Antisemitic Poster

This propagandistic poster displays key aspects of Nazi antisemitism and racial ideology, which asserted the supremacy of the “Aryan race” and the need to purify Germany of Jews.

Unknown Artist

Plagued by political unrest and economic depression in the post-World War I era, Germany was fertile ground for the rise of extreme right-wing nationalist organizations. Among them was the National Socialist German Workers' Party (NSDAP), commonly known as the Nazi Party. Many Germans placed their hopes for national revival in the Nazis and their leader, Adolf Hitler, who was elected to the chancellery in 1933.

At the core of Nazism was a racial ideology which asserted the supremacy of the “Aryan race” over all others. Antisemitism played a central role in this ideology, with Jews seen as the embodiment of absolute evil, and their defeat necessary for the racial purification and national salvation of the German people.

This propagandistic poster, published during the Nazi era, contrasts Jews with “true” Germans. Here, the German is pictured as farmer and industrial worker, who is “settled” and “loves his fatherland,” while the Jew is shown as “always restless,” wandering from one host land to another.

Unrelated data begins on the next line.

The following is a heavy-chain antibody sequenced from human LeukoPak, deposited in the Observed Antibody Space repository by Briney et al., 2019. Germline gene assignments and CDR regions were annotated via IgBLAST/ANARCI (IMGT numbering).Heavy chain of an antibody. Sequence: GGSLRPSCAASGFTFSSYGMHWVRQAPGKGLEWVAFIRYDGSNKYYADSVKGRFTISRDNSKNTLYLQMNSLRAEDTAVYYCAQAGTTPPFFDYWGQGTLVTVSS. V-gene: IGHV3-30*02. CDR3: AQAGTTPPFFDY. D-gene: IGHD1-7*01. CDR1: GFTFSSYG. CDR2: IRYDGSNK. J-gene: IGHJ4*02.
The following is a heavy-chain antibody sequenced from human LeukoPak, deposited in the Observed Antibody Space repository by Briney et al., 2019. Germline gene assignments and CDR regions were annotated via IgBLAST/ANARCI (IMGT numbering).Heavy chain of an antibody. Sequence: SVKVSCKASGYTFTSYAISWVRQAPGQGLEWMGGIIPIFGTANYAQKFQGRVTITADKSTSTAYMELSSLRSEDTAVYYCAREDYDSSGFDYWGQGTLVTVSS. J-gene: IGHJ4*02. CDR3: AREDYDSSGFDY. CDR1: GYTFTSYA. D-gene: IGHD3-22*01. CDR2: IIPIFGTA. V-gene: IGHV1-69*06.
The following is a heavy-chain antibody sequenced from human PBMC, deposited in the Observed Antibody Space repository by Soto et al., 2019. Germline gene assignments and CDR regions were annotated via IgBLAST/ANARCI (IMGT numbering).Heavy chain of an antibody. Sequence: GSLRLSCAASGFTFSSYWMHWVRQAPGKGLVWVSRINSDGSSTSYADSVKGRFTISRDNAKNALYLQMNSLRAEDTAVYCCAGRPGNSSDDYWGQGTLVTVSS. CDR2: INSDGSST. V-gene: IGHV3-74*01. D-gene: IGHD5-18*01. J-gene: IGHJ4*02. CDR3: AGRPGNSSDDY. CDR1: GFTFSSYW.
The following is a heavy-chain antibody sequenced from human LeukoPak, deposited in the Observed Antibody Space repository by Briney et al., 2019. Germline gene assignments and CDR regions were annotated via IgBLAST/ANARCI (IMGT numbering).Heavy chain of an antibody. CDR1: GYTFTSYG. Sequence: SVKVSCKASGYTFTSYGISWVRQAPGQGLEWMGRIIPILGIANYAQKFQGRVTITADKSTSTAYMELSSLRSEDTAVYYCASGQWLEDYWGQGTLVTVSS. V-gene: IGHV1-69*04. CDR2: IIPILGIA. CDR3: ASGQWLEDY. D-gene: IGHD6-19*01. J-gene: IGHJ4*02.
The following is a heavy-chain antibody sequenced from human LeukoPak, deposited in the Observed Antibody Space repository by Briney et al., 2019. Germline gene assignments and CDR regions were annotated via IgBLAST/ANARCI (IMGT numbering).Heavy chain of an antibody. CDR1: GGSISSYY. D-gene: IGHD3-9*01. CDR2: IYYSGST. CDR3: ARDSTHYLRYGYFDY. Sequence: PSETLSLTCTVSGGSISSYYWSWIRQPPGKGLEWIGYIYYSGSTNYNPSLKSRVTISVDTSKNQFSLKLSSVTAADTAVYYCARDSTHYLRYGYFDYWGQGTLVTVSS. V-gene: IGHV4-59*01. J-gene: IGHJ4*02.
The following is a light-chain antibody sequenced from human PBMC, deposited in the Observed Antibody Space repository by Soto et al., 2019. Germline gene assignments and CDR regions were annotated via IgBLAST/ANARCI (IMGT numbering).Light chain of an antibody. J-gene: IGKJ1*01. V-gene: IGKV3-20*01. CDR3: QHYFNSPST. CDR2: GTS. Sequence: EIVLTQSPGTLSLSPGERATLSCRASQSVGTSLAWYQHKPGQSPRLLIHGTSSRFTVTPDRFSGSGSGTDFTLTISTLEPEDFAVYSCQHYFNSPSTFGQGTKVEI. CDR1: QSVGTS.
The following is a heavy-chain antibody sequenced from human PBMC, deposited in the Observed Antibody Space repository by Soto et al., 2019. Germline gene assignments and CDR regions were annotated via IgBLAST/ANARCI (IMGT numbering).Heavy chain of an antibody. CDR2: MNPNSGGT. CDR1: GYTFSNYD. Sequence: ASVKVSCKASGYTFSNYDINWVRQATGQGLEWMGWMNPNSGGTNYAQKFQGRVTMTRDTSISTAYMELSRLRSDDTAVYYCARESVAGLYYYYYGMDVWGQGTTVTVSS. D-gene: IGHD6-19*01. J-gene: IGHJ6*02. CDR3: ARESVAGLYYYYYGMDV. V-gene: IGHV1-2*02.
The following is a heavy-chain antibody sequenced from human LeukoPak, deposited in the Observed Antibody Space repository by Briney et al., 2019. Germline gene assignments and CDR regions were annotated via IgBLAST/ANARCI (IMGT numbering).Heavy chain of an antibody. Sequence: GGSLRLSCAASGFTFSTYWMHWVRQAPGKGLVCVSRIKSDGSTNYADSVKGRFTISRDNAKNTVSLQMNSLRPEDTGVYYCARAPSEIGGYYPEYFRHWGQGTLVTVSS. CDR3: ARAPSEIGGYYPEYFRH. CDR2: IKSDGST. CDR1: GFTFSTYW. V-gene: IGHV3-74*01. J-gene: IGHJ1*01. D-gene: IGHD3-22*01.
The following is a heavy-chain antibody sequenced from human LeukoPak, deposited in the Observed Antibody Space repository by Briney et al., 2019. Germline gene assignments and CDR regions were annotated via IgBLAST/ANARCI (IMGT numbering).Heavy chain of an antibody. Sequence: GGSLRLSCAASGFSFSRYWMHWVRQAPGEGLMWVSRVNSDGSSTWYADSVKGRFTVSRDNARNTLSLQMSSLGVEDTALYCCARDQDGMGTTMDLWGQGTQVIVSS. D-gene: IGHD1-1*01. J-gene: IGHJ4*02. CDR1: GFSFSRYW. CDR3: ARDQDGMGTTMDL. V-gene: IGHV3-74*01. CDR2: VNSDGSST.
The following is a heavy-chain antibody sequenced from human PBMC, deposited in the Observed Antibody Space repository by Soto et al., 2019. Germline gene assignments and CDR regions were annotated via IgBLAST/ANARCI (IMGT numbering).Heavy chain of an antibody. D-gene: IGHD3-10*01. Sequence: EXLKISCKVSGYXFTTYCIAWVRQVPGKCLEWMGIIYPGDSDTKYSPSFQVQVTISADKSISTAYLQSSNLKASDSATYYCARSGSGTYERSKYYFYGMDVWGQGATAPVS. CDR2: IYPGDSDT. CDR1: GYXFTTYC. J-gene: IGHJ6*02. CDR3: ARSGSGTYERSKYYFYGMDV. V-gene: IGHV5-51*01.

Hanne Hirsch Liebmann

Testimony of Hanne Hirsch Liebmann

Liebmann describes harassment and anti-Jewish sentiment in Germany during the 1930s. Filmed 1990.

From the United States Holocaust Memorial Museum

Name: Antisemitic Poster
Artist: Unknown Artist
Origin: Germany, 1933 - 1945
Medium: Work on paper
Dimensions: 15 3/16 x 11 7/16 in.
Credit: Gift of Mrs. Marjorie Rightman, Dr. Burt Rightman Estate  
Catalog Number: HA79.1
Asher LibraryThe Nazi Conscience

Claudia Koonz (Cambridge, MA; London: Belknap Press of Harvard University Press, 2003)

Asher LibraryThe Third Reich: Politics and Propaganda

David Welch (London; New York: Routledge, 1993)

External ResourceAntisemitism in History

Holocaust Encyclopedia, United States Holocaust Memorial Museum.

Asher LibraryAntisemitism in the Third Reich

Hermann Graml (Oxford, UK; Cambridge, MA: Blackwell, 1992)